Nippon executive leaves Port Angeles paper mill for Canadian job
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Keith Thorpe/Peninsula Daily News
Steam billows from the Nippon Paper Industries USA mill in Port Angeles recently. Harold Norlund, executive vice president of the company, resigned Thursday.
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Harold Norlund

By Paul Gottlieb
Peninsula Daily News

PORT ANGELES — Harold Norlund, executive vice president of Nippon Paper Industries USA, resigned Thursday from the paper mill to take another paper mill job in his home country of Canada, a company spokeswoman said.

Cathy Price, Nippon's human resources manager, said Norlund, a Sequim resident, gave notice Wednesday he was leaving the mill at the base of Ediz Hook after 12 years as a company executive and was at his office for a short time Thursday before leaving for good.

“It was a shock for all of us,” Price said midday Thursday.

“It's been a very emotional morning for us.

“I am happy for him and his family, but we are not happy for ourselves.”

Norlund did not return calls Thursday for comment.

Price said Norlund was hired to a management position at Catalyst Paper in Port Alberni, Canada.

Catalyst has 315 employees compared with Nippon's 189 full-time employees, including 122 union workers.

Norlund was resident mill manager at Nippon when he was promoted to executive vice president in 2013 and held both positions until his departure.

Norlund's departure had nothing to do with recent mechanical difficulties experienced by Nippon's newly expanded cogeneration plant, Price said.

“Absolutely not,” she said.

Nor was Norlund asked to resign, Price said.

“Absolutely not,” she repeated.

Price said Norlund had not been looking for another job when he resigned.

“Someone reached out for him and made him an offer to return to Canada,” Price said.

Norlund, in his late 50s, and his wife, Susan, have three grown daughters, two of whom live in Canada.

“They always knew they wanted to retire there, and they took the opportunity,” Price said.

The mill produces telephone-book paper and newsprint for local newspapers including the Peninsula Daily News and three area weeklies: the Sequim Gazette, Forks Forum and Port Townsend & Jefferson County Leader.

Norlund resigned in the wake of Nippon's shutdown from Feb. 23 until Sunday so repairs could be made on the company's newly expanded biomass-fueled cogeneration plant, which generates electricity for sale and produces steam for the mill.

Scheduled maintenance also was moved ahead of schedule.

Norlund was a major force behind the cogeneration project, which survived numerous pollution-related legal challenges and was dedicated in an elaborate ceremony in November that was attended by corporate officials from Tokyo, representing Nippon Paper Group, which owns the Port Angeles plant.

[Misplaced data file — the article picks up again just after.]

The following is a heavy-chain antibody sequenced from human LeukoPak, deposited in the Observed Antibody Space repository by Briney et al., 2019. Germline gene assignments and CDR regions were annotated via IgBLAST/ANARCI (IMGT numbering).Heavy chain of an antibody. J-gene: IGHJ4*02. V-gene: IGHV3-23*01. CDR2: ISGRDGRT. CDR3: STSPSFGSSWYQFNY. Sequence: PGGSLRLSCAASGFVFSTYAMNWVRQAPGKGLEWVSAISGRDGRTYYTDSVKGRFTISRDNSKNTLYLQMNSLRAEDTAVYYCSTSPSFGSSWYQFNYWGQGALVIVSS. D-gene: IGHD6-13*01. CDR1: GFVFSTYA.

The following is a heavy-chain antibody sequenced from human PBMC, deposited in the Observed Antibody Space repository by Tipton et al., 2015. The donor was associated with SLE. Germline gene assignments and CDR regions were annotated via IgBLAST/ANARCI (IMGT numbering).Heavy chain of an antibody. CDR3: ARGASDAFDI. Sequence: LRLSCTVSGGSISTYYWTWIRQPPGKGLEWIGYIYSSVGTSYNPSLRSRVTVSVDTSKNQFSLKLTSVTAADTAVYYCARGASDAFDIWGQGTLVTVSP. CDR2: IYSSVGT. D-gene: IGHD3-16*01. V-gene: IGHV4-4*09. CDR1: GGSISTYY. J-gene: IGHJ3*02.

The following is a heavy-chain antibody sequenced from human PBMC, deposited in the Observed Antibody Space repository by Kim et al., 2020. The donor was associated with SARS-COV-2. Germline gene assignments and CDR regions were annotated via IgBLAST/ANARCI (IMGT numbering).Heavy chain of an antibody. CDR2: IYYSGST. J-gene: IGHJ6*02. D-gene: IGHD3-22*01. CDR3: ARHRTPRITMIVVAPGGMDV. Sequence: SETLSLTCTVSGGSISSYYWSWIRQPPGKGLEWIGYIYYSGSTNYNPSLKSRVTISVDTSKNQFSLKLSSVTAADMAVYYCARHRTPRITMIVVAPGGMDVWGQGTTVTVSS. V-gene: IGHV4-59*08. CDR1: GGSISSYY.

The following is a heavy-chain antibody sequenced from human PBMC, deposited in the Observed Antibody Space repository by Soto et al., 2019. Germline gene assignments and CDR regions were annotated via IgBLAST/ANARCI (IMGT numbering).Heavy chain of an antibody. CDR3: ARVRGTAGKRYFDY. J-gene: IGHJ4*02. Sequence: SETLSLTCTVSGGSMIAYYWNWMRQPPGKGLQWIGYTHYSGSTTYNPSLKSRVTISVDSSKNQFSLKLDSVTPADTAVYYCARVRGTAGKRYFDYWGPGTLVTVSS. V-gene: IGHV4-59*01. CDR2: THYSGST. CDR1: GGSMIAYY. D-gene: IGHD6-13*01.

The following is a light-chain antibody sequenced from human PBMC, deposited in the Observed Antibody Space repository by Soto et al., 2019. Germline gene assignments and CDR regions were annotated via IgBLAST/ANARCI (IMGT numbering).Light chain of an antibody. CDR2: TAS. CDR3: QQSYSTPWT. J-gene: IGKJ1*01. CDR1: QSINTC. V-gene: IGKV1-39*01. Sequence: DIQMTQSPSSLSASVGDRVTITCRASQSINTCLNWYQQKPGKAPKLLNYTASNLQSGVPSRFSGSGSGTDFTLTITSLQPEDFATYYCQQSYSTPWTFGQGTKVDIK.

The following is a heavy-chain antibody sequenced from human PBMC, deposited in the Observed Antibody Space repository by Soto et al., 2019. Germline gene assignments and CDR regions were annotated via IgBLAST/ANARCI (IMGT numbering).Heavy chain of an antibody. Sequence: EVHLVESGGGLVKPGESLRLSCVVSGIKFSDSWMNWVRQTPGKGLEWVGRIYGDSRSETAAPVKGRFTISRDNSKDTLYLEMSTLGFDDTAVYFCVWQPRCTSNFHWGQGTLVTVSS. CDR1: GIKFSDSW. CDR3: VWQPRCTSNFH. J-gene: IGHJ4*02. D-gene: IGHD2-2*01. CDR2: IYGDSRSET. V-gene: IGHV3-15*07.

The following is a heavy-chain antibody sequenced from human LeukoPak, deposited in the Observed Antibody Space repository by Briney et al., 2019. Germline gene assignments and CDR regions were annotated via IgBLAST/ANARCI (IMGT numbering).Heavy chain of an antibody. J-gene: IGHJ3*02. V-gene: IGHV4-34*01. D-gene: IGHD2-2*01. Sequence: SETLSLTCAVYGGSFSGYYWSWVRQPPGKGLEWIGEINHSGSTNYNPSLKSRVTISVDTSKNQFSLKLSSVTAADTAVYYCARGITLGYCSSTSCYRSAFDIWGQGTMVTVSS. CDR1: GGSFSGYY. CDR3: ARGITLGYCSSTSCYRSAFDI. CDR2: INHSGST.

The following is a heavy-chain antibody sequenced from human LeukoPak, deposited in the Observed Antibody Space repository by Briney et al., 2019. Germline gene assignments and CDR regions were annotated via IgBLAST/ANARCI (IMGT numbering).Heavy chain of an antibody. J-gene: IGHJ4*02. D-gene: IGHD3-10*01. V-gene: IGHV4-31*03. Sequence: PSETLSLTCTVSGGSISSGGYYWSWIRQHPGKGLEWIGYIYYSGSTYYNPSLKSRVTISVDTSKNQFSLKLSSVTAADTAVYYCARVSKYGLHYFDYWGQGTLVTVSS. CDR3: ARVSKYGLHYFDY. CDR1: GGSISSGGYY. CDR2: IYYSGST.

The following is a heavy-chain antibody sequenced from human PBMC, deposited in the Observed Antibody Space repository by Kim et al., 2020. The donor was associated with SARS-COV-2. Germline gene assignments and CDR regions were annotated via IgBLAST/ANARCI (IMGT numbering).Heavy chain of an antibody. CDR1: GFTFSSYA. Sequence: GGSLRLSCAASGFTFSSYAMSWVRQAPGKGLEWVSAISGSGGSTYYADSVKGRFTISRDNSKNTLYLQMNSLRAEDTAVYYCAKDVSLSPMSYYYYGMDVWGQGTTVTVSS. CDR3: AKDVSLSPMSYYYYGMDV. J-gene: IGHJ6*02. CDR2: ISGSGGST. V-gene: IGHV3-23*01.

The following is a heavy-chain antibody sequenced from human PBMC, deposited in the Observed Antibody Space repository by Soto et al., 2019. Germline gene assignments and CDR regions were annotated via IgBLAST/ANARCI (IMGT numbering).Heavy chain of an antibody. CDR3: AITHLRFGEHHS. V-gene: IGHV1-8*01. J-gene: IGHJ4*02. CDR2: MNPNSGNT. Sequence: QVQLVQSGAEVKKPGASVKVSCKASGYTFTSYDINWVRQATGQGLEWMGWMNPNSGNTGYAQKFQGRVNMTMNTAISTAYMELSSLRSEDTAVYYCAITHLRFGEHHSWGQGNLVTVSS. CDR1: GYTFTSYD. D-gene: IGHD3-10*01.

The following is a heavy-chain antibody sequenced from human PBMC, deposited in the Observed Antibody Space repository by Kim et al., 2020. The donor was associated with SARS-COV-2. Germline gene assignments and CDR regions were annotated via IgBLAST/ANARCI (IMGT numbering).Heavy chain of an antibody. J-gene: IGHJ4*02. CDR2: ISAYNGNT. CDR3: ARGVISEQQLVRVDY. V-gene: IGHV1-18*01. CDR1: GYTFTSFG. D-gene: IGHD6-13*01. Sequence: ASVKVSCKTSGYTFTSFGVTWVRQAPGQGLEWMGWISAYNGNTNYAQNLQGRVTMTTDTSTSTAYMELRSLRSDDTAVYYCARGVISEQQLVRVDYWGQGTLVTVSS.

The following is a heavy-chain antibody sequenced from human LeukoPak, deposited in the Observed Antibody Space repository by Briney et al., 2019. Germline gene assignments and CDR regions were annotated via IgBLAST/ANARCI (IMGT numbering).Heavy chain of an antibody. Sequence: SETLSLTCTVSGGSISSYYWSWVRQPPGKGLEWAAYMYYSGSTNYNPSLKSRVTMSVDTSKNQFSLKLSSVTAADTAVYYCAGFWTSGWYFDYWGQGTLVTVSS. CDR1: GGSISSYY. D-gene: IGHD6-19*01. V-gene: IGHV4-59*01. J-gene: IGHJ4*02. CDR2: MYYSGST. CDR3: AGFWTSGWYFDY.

The cost of the cogeneration project also ballooned from $71 million to a final price tag of $85 million.

After four months of operation, the cogeneration plant was close to operating at full 20-megawatt capacity as of Thursday afternoon, Darrel Reetz, vice president of Association of Pulp & Paper Workers Local 155, said Thursday.

Norlund has said the cogeneration plant is key to Nippon's survival.

Said Reetz: “I know Harold put major effort into getting the Japanese to go forward on the co-gen project.

“He is a very savvy manager.

“I wish him and his family well.”

Union workers approved a six-year contract in August 2013 after staging a five-day walkout, complete with pickets, in March 2013.

Price, who would not divulge Norlund's salary at Nippon, said Thursday she could not say whether Norlund will be replaced.

“Obviously, this took us all by surprise, so we have appointed internal management to manage the operations in the interim until we have a chance to sit back and decide how to proceed from here,” Price said.

Nippon said in a statement that “the company is grateful for Harold's many outstanding contributions during his career at NPIUSA, and his presence will be greatly missed.”

A second North Olympic Peninsula biomass expansion, which is planned by Port Townsend Paper Corp., has been delayed.

The $55 million project, which is expected to generate 24 megawatts of renewable energy, is on hold because of the falling price of competing natural gas, Kevin Scott, the company's environmental director, said last month.

Both the Port Townsend facility and the Nippon biomass expansion have been opposed by environmental groups who say the facilities will increase pollution, especially of ultrafine particles that can lodge in the lungs.

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Senior Staff Writer Paul Gottlieb can be reached at 360-452-2345, ext. 5060, or at pgottlieb@peninsuladailynews.com.

Last modified: March 13. 2014 7:55PM
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